FREQUENTLY ASKED QUESTIONS
FREQUENTLY ASKED QUESTIONS
THE GIFT FROM GOD: Glorious Circle
Ephesians 2:8f #6
“For by graceG5485 are ye saved through faith; and that not of yourselves: it is the gift of God: Not of works, lest any man should boast. For we are his workmanship, created in Christ Jesus unto good works, which God hath before ordained that we should walk in them” (Ephesians 2:8-10).
“GraceG5485” is another word in the Greek that the versions translate into at least twelve different words in the KJV: e.g., gracious, joy, liberality, thanked, thanksworthy, favor, thanks, pleasure, acceptable, benefit, and gift. For example, Romans 6:23 the “gift” is actually grace (charisG5485). When we look at how the word is used in the NT, we see a pattern of a circle from heaven to earth and back to heaven again.
The Opposite of a Complex Vicious Circle
During the fifties, I obtained a book from the Dyersburg Public Library (Tennessee) explaining why people did not see the Bible alike, even within a same denomination. The author of the book, a gospel preacher, used the expression “complex vicious circle” to explain the problem. First, there is a state of “ignorance” (Ephesians 4:18; Romans 10:3), which allows the devil to apply “deception” (Ephesians 4:14; 5:6) which once accepted produces “conceit” in the heart (1 Corinthians 4:19; Colossians 2:18) so that it prevents the heart from any correction. The circle was completed when new errors fed into one’s ignorance and seeded further deceptions. Hence, a “complex vicious circle” rejects truth and people can sincerely not agree on the Bible, even without the same group.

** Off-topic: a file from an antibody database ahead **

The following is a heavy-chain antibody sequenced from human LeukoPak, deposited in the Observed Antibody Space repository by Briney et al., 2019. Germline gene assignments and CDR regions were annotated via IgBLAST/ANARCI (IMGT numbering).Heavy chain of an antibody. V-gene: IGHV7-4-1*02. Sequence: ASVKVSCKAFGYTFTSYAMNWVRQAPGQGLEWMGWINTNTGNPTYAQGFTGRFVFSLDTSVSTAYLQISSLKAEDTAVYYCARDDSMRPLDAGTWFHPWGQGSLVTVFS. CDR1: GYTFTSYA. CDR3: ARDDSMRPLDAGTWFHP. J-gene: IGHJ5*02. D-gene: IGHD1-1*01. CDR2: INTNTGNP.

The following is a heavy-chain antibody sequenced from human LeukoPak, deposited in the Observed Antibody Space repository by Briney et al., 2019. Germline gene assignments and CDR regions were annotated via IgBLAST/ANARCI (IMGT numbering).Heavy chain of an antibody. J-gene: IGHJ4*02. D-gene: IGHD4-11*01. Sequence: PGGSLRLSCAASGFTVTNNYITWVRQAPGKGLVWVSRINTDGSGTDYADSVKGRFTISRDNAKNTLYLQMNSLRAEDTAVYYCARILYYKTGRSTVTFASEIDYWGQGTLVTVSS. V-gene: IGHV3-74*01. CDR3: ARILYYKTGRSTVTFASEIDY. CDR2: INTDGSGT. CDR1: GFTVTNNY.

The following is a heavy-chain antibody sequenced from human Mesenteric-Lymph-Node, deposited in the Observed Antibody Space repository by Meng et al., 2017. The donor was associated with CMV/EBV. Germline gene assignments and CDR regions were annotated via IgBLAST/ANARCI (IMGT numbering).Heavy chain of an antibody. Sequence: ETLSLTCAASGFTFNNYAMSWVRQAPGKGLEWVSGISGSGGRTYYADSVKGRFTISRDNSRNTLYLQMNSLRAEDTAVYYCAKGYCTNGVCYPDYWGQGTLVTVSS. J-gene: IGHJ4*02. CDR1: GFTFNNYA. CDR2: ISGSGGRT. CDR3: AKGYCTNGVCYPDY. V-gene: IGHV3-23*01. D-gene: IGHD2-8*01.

An antonym of “vicious” is “glorious.” Therefore, I would call the circle of Ephesians 2:8-10 a “glorious circle.” Therein we have God’s grace funneled through the gospel to create in Christ Jesus workers of grace toward God. That’s right. The good works performed by Christians are also called “grace” to God in the Greek. And those benefited by their good works are said to perform “good grace” to God. Hence, we have grace revolving from God through man and back to God according to the Scriptures.